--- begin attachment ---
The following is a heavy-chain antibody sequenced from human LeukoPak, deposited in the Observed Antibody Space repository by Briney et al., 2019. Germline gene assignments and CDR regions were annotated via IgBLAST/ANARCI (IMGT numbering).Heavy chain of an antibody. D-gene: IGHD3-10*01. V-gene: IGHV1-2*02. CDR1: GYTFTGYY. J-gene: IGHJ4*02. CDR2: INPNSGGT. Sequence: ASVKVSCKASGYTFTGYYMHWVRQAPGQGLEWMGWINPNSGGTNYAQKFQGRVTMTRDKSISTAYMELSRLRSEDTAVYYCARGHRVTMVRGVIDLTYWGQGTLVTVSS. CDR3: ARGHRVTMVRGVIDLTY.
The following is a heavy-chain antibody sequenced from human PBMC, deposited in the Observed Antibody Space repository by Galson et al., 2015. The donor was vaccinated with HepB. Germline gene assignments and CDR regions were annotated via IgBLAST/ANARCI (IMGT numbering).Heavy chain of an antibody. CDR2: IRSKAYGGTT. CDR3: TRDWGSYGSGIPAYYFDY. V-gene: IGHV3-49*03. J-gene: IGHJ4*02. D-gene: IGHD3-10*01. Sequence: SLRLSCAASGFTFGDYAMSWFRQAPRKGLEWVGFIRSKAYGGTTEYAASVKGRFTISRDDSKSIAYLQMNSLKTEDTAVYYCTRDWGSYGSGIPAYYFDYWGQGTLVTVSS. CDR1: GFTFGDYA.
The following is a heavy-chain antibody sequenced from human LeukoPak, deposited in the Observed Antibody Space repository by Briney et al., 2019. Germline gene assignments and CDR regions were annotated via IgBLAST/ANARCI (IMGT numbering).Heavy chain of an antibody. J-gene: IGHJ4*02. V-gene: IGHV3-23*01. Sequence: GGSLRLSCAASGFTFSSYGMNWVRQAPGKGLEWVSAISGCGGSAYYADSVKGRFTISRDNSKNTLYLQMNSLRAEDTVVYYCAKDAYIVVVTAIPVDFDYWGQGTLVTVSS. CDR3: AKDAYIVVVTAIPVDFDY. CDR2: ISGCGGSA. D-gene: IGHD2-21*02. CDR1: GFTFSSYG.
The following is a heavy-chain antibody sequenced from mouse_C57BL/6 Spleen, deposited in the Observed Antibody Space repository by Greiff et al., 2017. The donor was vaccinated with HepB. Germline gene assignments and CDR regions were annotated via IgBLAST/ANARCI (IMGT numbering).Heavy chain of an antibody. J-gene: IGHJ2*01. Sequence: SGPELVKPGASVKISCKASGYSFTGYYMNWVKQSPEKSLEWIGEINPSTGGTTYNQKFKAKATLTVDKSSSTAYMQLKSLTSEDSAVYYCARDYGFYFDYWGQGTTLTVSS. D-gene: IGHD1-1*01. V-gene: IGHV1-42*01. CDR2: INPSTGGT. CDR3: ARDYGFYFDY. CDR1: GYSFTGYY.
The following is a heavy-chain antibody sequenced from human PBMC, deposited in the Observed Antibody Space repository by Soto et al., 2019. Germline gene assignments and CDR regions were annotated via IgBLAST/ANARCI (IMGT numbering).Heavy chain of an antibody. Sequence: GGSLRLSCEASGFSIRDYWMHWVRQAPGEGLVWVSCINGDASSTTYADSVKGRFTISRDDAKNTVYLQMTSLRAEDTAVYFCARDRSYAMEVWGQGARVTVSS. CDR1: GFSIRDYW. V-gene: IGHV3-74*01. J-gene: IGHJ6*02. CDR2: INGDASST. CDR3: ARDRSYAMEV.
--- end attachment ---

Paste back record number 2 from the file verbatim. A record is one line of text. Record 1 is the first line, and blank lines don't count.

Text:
The following is a heavy-chain antibody sequenced from human PBMC, deposited in the Observed Antibody Space repository by Galson et al., 2015. The donor was vaccinated with HepB. Germline gene assignments and CDR regions were annotated via IgBLAST/ANARCI (IMGT numbering).Heavy chain of an antibody. CDR2: IRSKAYGGTT. CDR3: TRDWGSYGSGIPAYYFDY. V-gene: IGHV3-49*03. J-gene: IGHJ4*02. D-gene: IGHD3-10*01. Sequence: SLRLSCAASGFTFGDYAMSWFRQAPRKGLEWVGFIRSKAYGGTTEYAASVKGRFTISRDDSKSIAYLQMNSLKTEDTAVYYCTRDWGSYGSGIPAYYFDYWGQGTLVTVSS. CDR1: GFTFGDYA.